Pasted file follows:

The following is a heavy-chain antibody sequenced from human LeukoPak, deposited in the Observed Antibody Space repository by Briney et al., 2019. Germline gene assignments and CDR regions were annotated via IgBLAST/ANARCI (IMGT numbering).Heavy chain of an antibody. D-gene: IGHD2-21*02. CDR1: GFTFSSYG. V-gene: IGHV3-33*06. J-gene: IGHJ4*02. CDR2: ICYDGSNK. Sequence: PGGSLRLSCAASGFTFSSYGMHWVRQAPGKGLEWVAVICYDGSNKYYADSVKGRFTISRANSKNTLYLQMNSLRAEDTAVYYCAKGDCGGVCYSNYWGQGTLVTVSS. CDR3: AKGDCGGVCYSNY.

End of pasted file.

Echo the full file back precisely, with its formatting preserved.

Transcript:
The following is a heavy-chain antibody sequenced from human LeukoPak, deposited in the Observed Antibody Space repository by Briney et al., 2019. Germline gene assignments and CDR regions were annotated via IgBLAST/ANARCI (IMGT numbering).Heavy chain of an antibody. D-gene: IGHD2-21*02. CDR1: GFTFSSYG. V-gene: IGHV3-33*06. J-gene: IGHJ4*02. CDR2: ICYDGSNK. Sequence: PGGSLRLSCAASGFTFSSYGMHWVRQAPGKGLEWVAVICYDGSNKYYADSVKGRFTISRANSKNTLYLQMNSLRAEDTAVYYCAKGDCGGVCYSNYWGQGTLVTVSS. CDR3: AKGDCGGVCYSNY.